Weekly Geeks – Literature in a ‘City Much Like Hell’

16May09

wg-sticky-url6 So, this week, ‘Weekly Geeks‘ asks us to take a literary tour of our hometown.

Do you live in a place where a famous author was born? Does your town have any cool literary museums or monuments? Does Stephen King live at the end of your street? Was Twilight set in your hometown?

You can talk about famous (or not so famous) authors who live there, novels set in there, or any other literary facts that you know about where you live. Feel free to embellish with pictures of places and/or authors, maps of the area, and fun facts about the authors. 

So, a ‘city much like hell’? Did you get the reference? How about if I say, it’s the city of Big Ben, Westminster Abbey, the Changing of the Guards. And a couple of more hints: a famous song about a bridge falling down? The host of the 2012 Olympics. Guessing all of you have gotten it by now: London

London’s a great place for literature. Many famous authors and poets have lived here/been buried here, and some incredible books have been based in London. In fact, Waterstones now-a-days has a table devoted to books on London (fiction and non-fiction), much like it has a table devoted to children’s best-sellers, and many tables devoted to their everlasting three-for-two sale. 

So, while I could easily make this a five thousand word essay, let me just stick to a few of my favorite authors, and a few books that I have enjoyed tremendously. Oh, and for the record, it was Shelley who compared London to hell. I didn’t know that ’til much recently, and I don’t agree at all. For all its horrors, I haven’t found a city I’d rather live in. Not New York, not Hong Kong, not Rome, not Paris. Maybe Los Angeles, but…. let me move on, before I digress much further.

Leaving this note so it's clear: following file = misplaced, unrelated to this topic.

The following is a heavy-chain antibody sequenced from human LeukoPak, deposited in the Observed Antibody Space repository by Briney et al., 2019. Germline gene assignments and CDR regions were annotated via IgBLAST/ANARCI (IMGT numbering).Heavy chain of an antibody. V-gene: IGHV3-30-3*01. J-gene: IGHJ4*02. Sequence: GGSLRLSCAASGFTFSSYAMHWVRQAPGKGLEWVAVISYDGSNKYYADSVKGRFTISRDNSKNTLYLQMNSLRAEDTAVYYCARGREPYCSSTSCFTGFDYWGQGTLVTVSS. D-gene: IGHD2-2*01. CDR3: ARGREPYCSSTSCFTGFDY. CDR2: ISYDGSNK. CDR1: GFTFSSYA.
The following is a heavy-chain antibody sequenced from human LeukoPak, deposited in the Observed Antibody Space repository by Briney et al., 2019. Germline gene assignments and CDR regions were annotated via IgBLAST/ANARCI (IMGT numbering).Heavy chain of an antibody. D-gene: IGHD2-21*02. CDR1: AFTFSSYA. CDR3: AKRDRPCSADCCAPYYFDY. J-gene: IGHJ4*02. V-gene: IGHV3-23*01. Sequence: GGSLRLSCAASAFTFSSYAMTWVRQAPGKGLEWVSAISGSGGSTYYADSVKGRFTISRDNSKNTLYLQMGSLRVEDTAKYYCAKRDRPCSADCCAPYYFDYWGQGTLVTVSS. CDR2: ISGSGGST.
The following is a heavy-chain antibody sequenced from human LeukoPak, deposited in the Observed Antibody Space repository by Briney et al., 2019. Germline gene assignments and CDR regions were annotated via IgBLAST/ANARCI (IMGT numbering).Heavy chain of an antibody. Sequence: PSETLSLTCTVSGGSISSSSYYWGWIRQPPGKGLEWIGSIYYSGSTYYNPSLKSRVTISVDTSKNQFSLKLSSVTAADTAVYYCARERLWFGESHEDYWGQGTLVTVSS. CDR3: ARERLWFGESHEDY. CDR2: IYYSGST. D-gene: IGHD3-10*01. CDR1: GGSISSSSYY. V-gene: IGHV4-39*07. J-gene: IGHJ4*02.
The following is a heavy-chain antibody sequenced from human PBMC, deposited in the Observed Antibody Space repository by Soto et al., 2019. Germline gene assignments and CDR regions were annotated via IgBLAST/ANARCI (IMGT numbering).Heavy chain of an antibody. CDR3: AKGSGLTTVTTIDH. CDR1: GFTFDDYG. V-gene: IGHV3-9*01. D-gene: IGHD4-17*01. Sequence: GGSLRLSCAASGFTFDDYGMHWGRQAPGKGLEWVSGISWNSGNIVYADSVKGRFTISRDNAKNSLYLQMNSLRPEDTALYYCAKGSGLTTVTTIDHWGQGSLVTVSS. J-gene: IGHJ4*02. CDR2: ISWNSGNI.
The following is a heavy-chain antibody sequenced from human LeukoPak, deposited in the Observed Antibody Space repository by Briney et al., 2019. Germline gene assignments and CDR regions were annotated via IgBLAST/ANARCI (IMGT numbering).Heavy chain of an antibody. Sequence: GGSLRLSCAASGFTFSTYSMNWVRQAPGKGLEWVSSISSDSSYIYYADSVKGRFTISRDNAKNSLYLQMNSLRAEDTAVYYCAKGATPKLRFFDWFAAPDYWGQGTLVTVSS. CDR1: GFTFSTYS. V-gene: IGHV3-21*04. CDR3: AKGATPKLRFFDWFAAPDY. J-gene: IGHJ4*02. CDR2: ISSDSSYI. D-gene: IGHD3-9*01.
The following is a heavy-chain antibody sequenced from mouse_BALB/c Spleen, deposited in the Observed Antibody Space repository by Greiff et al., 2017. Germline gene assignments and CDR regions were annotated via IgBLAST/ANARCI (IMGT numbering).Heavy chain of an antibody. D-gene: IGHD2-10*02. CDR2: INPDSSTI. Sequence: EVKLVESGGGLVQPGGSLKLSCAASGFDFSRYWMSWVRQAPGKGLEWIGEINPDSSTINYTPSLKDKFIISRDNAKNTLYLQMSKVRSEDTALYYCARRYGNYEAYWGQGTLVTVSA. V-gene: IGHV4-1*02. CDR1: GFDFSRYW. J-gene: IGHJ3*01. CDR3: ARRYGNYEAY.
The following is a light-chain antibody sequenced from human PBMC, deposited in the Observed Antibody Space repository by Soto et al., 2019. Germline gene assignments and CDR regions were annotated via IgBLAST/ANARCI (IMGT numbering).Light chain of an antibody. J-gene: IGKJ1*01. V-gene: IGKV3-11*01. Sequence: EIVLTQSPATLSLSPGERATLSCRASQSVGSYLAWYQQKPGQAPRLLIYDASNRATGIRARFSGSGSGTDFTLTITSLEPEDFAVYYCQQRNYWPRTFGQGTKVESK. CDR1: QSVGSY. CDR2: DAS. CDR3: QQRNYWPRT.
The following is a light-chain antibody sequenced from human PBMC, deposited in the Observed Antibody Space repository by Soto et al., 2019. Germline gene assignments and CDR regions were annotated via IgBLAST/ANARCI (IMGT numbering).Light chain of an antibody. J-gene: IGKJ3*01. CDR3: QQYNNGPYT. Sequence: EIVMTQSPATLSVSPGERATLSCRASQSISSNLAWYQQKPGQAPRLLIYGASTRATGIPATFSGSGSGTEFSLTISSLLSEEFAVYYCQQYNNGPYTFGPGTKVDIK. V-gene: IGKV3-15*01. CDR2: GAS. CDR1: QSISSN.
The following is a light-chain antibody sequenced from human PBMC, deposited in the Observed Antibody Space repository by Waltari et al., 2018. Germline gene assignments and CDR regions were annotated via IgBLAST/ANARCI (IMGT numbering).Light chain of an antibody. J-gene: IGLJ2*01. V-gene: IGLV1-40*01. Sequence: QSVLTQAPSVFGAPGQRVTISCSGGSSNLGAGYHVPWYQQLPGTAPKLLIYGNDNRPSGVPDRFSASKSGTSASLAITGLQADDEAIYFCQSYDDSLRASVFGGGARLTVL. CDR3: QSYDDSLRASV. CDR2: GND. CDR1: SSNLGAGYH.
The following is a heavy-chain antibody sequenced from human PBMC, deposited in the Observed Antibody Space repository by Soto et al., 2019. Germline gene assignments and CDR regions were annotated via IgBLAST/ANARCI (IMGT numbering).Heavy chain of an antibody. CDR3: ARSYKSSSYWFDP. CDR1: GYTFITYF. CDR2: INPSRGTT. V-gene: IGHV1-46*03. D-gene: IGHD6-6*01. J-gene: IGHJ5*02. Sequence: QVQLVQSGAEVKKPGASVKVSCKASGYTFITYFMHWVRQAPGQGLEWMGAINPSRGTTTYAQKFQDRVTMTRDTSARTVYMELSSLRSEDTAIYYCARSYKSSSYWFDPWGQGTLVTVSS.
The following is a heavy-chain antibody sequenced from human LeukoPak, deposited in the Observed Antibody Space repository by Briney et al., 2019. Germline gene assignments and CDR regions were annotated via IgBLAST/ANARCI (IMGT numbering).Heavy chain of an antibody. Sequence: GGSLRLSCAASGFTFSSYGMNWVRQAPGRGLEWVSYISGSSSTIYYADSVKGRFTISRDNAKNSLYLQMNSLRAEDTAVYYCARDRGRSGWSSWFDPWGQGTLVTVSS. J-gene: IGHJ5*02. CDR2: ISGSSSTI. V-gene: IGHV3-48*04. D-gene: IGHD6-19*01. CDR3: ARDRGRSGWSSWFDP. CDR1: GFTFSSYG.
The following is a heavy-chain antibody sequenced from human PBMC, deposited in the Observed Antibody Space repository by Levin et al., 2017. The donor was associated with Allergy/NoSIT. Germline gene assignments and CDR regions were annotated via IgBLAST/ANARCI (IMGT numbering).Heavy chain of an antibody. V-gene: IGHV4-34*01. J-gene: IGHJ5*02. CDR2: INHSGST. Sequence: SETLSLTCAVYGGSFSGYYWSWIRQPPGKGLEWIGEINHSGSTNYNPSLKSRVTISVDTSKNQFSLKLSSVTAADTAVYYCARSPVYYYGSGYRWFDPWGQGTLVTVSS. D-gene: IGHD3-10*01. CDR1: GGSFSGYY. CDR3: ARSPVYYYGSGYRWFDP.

So, a few random facts: Milton, Hardy, Kipling, Tennyson, Chaucer, Dickens and Beatrix Potter are all buried in London. Orwell lived here for a while, and wrote the book Down and Out in Paris and in London based on his experiences slumming it out in London during the Great Depression. A few of Dickens’ novels were based in London, focusing on poverty, orphanages, pickpockets and of course – the Victorian Society. Oliver Twist, which takes us back to the 19th century London, is easily the first book that comes to mind, when I think of Dickens and London. And, apparently (I wish I could confirm this), it’s the first book in English that has a child protagonist. 

One of the greatest detectives of the millennium lived in London as well. Who, you ask? Elementary, my dear Watson. As he himself once said: Eliminate all other factors, and the one remaining must be the truth. The other variation of that, being, Once you have eliminated the impossible, whatever remains, however improbable, must be the truth. The last one is actually one of my favorite quotes of all times (I used to love mystery novels, and used this principal to try and figure out the whudunnit). Anyway, it’s good old Sherlock Holmes living at 221B Baker Street, with Dr. Watson. 

Moving from detectives to plays: The greatest playwright, Shakespeare, lived in London for a bit. The Tempest, Romeo & Juliet and Much Ado About Nothing were all written while he was in London. Weirdly enough, I’ve been to Shakespeare’s home in Stratford-upon-Avon, but not done any Shakespeare related sight-seeing in London. Is that weird, or is that typical?